Every so often Mrs Pollard announces that the time has come to go to the ballet again (normally about once a year, although this was our second trip in three months). Fortunately, she usually makes a good selection for this, and tonight's trip to Sadler's Wells was no exception.
The company in question was Christopher Wheeldon's new transatlantic ballet troup, Morphoses, in a mixed programme of three works, two choreographed by Wheeldon (Continuum, to music by Ligeti, and Rhapsody Fantasie, to music by Rachmaninov) and one choreographed by Paul Lightfoot and Sol Leon, of Netherlands Dance Theatre (Softly As I Leave You).
The programme was introduced by Wheeldon himself, who provided useful insight into the choreography (particularly the moment in Continuum inspired by his cat and dog having a spat. It also featured film of the company in rehearsal, and the final work included projected drawings by an artist who had sat in on those rehearsals.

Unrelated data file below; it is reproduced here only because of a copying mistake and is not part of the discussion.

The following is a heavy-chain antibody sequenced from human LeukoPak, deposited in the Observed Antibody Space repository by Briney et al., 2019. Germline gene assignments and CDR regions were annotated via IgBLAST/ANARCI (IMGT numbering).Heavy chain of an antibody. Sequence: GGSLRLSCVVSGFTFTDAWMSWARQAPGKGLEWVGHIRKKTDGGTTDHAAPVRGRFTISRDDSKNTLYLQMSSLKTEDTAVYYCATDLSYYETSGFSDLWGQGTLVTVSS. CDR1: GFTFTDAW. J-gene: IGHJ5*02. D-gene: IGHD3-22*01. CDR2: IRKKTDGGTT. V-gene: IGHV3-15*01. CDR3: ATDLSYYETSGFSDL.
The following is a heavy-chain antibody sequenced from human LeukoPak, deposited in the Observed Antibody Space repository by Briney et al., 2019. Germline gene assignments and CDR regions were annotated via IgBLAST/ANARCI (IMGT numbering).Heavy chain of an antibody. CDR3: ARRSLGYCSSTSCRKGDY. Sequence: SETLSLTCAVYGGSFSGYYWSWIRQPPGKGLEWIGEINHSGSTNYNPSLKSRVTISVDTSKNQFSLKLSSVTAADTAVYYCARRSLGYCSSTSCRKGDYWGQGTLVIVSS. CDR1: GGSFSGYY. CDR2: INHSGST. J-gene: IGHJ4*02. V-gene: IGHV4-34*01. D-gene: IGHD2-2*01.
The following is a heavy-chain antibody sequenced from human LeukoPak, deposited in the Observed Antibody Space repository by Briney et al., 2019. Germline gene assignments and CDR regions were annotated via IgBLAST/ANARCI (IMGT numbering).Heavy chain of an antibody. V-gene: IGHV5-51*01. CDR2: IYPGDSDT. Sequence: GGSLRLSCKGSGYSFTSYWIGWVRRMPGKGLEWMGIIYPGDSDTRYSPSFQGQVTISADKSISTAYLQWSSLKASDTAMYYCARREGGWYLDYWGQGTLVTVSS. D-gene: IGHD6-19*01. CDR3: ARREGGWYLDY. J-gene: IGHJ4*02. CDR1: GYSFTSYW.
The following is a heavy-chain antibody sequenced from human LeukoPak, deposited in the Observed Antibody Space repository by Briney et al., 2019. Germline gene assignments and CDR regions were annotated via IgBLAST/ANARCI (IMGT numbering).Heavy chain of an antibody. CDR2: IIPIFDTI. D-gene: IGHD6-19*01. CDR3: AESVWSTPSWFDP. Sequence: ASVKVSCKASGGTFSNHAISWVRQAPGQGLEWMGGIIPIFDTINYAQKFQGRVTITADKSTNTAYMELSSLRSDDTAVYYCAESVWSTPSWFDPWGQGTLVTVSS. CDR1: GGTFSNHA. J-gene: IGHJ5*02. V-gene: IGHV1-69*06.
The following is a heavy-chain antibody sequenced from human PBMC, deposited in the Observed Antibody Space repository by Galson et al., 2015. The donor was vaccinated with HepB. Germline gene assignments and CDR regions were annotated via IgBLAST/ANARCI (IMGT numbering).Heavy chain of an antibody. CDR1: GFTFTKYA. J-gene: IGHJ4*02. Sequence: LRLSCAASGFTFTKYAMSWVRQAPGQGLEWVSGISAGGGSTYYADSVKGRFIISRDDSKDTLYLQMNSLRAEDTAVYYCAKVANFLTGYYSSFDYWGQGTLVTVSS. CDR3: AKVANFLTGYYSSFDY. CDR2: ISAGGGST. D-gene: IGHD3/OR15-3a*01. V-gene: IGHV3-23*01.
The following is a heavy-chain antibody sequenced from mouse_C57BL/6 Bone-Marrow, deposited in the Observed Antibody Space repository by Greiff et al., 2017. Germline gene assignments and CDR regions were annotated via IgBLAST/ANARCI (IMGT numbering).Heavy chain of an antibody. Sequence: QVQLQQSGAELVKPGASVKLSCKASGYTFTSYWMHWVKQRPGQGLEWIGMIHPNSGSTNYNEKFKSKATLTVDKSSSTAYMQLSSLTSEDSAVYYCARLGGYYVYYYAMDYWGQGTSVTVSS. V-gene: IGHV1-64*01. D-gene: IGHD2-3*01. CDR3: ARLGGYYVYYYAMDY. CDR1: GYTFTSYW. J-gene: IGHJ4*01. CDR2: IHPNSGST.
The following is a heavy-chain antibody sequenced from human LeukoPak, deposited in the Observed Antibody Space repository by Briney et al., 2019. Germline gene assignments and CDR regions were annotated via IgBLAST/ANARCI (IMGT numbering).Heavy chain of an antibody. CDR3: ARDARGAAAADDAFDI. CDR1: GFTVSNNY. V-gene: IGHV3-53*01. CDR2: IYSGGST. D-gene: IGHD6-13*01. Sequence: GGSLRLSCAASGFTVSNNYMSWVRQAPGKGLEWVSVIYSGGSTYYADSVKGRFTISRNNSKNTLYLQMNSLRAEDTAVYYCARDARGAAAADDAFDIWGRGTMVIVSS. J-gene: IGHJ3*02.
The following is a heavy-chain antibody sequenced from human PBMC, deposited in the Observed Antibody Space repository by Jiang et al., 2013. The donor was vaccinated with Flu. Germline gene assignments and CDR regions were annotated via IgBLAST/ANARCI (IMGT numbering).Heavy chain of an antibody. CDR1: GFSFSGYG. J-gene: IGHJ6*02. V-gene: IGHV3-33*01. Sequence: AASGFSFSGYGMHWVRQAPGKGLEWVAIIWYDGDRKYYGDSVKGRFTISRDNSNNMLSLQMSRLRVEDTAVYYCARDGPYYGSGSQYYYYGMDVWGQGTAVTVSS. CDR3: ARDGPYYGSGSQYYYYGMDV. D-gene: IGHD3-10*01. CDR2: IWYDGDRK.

Of the three I was most powerfully captivated by Softly as I Leave You. Beginning with a woman trapped in a backlit box, moving into a spellbinding pas de deux, the whole piece is haunting. The other two pieces also contained some striking moments. The final image of the dancers in Continuum had them crouched down, silhouetted, hands held out in supplication, and for some reason brought the word pieta to my mind, and made me think of old master paintings of appeals to God. All three pieces saw the dancing effectively integrated with music and, more unusually, lighting. Overall though, despite this effective integration and impeccable dancing Wheeldon's two pieces, for me, a little overstayed their welcome. Mrs Pollard suggested that it was a bit like watching Wheeldon's sketches – they didn't quite build up to a whole as they might have done, and this seems fair.